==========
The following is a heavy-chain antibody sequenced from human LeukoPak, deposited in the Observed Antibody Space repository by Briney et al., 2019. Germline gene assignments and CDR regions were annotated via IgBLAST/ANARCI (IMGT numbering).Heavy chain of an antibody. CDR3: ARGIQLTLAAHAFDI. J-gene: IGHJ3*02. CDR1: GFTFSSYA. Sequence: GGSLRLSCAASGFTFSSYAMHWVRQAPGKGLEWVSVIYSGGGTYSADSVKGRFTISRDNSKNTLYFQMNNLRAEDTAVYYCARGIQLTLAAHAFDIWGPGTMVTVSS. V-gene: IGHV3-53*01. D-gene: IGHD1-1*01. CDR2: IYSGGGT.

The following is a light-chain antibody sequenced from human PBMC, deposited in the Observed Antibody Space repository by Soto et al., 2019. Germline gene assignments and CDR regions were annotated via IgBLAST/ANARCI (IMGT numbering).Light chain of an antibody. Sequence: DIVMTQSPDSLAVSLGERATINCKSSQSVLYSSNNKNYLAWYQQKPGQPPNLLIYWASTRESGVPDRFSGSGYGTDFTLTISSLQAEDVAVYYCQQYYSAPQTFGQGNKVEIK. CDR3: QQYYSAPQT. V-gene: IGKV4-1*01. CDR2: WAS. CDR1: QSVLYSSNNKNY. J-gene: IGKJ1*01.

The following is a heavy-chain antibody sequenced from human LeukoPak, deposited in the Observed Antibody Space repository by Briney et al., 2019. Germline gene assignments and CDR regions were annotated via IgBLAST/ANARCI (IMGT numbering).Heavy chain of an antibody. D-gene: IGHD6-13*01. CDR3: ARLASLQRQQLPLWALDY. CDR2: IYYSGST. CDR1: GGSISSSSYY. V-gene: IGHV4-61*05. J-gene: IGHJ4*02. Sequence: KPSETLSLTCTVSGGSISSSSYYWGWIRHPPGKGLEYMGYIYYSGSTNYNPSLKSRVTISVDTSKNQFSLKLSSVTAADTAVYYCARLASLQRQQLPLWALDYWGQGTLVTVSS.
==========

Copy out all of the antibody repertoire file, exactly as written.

The following is a heavy-chain antibody sequenced from human LeukoPak, deposited in the Observed Antibody Space repository by Briney et al., 2019. Germline gene assignments and CDR regions were annotated via IgBLAST/ANARCI (IMGT numbering).Heavy chain of an antibody. CDR3: ARGIQLTLAAHAFDI. J-gene: IGHJ3*02. CDR1: GFTFSSYA. Sequence: GGSLRLSCAASGFTFSSYAMHWVRQAPGKGLEWVSVIYSGGGTYSADSVKGRFTISRDNSKNTLYFQMNNLRAEDTAVYYCARGIQLTLAAHAFDIWGPGTMVTVSS. V-gene: IGHV3-53*01. D-gene: IGHD1-1*01. CDR2: IYSGGGT.

The following is a light-chain antibody sequenced from human PBMC, deposited in the Observed Antibody Space repository by Soto et al., 2019. Germline gene assignments and CDR regions were annotated via IgBLAST/ANARCI (IMGT numbering).Light chain of an antibody. Sequence: DIVMTQSPDSLAVSLGERATINCKSSQSVLYSSNNKNYLAWYQQKPGQPPNLLIYWASTRESGVPDRFSGSGYGTDFTLTISSLQAEDVAVYYCQQYYSAPQTFGQGNKVEIK. CDR3: QQYYSAPQT. V-gene: IGKV4-1*01. CDR2: WAS. CDR1: QSVLYSSNNKNY. J-gene: IGKJ1*01.

The following is a heavy-chain antibody sequenced from human LeukoPak, deposited in the Observed Antibody Space repository by Briney et al., 2019. Germline gene assignments and CDR regions were annotated via IgBLAST/ANARCI (IMGT numbering).Heavy chain of an antibody. D-gene: IGHD6-13*01. CDR3: ARLASLQRQQLPLWALDY. CDR2: IYYSGST. CDR1: GGSISSSSYY. V-gene: IGHV4-61*05. J-gene: IGHJ4*02. Sequence: KPSETLSLTCTVSGGSISSSSYYWGWIRHPPGKGLEYMGYIYYSGSTNYNPSLKSRVTISVDTSKNQFSLKLSSVTAADTAVYYCARLASLQRQQLPLWALDYWGQGTLVTVSS.